Jeremy Griffiths will make his first-ever start at Fifth Third Field today when he takes the mound for Norfolk against the Mud Hens.
But today's game hardly will be his first appearance as a starting pitcher in Toledo.
The 25-year-old right-hander spent three productive seasons pitching at the University of Toledo, putting together a fine junior season that led the New York Mets to draft him.
And while professional baseball may have taken the pitcher out of Toledo, it hasn't taken Toledo out of the pitcher.
``Coming [to UT] my first two years we were kind of shaky [as a team] because we were lacking some real solid upperclass leadership,” Griffiths said. ``In my third year we had some pretty good leaders in myself, Junie Melendez, Brad Webb and Tommy Johns that decided we would win some games instead of messing around.”
That season the Rockets won 39 games and earned a berth in the Mid-American Conference Tournament. Griffiths played a big role in that team's success, winning eight of his nine MAC starts and posting a 1.30 ERA in league games.
On the season Griffiths had an 11-4 record and 2.50 ERA, earning MAC honors as pitcher of the year and a berth on the all-Mideast Region team.
Soon after, the Mets selected Griffiths in the third round of the 1999 free-agent player draft.
Griffiths hasn't disappointed the Mets, either. In four full seasons he hasn't had an ERA above 4.34, and last season he had 126 strikeouts in 1522/3 innings for Double-A Binghamton.
Griffiths enters tonight's game with an 0-1 record and a 5.23 ERA in four appearances for the Tides.
“Jeremy's got good size and he throws the ball hard,” said Norfolk manager Bobby Floyd. “He's got a good, live arm, a good breaking ball and a pretty good change-up.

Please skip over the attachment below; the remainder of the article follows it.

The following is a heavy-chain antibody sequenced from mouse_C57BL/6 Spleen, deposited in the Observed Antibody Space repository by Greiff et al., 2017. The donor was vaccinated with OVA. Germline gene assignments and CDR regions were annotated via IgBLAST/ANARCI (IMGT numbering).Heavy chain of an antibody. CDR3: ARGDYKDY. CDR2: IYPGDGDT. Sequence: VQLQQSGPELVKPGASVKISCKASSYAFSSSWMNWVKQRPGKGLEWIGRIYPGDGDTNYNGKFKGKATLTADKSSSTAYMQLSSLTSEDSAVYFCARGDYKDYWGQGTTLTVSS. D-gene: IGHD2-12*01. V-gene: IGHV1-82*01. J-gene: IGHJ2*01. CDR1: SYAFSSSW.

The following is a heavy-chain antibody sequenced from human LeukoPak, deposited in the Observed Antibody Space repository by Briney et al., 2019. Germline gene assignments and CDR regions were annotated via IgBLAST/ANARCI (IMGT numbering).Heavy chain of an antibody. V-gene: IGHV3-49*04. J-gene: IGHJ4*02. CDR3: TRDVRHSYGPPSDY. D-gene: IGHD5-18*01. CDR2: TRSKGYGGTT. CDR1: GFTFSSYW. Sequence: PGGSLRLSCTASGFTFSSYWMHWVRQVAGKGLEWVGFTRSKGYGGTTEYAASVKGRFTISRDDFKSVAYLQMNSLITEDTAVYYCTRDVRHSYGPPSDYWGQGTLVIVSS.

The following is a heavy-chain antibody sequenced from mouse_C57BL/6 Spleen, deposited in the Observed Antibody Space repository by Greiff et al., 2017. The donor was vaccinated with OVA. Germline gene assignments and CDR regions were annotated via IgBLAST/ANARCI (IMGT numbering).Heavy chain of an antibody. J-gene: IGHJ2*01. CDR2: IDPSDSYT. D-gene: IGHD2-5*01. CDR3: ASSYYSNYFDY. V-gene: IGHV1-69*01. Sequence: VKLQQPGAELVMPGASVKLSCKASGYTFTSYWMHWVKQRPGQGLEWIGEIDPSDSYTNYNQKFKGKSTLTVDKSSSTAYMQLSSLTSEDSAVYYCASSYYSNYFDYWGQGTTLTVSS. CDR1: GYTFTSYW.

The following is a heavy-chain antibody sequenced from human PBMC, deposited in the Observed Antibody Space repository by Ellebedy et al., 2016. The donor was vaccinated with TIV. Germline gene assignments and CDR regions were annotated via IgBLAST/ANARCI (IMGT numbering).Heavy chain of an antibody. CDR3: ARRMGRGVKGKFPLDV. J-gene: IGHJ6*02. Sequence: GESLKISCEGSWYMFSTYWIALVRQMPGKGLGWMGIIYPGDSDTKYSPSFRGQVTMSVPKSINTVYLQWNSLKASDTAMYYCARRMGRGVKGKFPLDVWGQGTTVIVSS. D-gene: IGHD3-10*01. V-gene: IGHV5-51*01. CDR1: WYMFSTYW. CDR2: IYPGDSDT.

“But as with any young pitcher in this league, his key is consistency. He's learning, and he's eager to learn, to soak up some of the knowledge of the pitching coaches that have worked with him.”
And even though Griffiths is just four years removed from UT, he knows he is a much different pitcher now.
“I'm more consistent, and I have more pitches,” he said. “In college I had only two pitches, but that was more than enough to get by. Now it's more about putting the ball where you want it.
“It's not about speed, it's about movement and putting the ball where you want it.”
Still, Griffith's memories of Toledo and the University are all good. “My first two years of pro ball I lived here in the off-season because my wife [Courtney] was finishing up her degree here,” he said. “I did a lot of hunting and fishing with Jim Murray, who I played with here.
“Yesterday they were having a scholar-athlete banquet at the Toledo Club, and it was good to see coaches and people like that.”
- JOHN WAGNER
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